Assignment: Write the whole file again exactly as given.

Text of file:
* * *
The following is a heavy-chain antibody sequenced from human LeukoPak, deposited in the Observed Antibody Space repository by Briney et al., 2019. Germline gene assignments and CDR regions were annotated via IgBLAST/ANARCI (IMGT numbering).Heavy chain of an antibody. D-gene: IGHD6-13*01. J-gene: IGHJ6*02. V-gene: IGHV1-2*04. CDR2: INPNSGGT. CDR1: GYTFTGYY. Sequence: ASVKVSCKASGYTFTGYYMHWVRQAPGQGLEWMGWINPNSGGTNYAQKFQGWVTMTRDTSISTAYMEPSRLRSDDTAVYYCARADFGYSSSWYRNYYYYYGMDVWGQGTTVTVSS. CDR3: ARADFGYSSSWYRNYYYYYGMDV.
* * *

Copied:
The following is a heavy-chain antibody sequenced from human LeukoPak, deposited in the Observed Antibody Space repository by Briney et al., 2019. Germline gene assignments and CDR regions were annotated via IgBLAST/ANARCI (IMGT numbering).Heavy chain of an antibody. D-gene: IGHD6-13*01. J-gene: IGHJ6*02. V-gene: IGHV1-2*04. CDR2: INPNSGGT. CDR1: GYTFTGYY. Sequence: ASVKVSCKASGYTFTGYYMHWVRQAPGQGLEWMGWINPNSGGTNYAQKFQGWVTMTRDTSISTAYMEPSRLRSDDTAVYYCARADFGYSSSWYRNYYYYYGMDVWGQGTTVTVSS. CDR3: ARADFGYSSSWYRNYYYYYGMDV.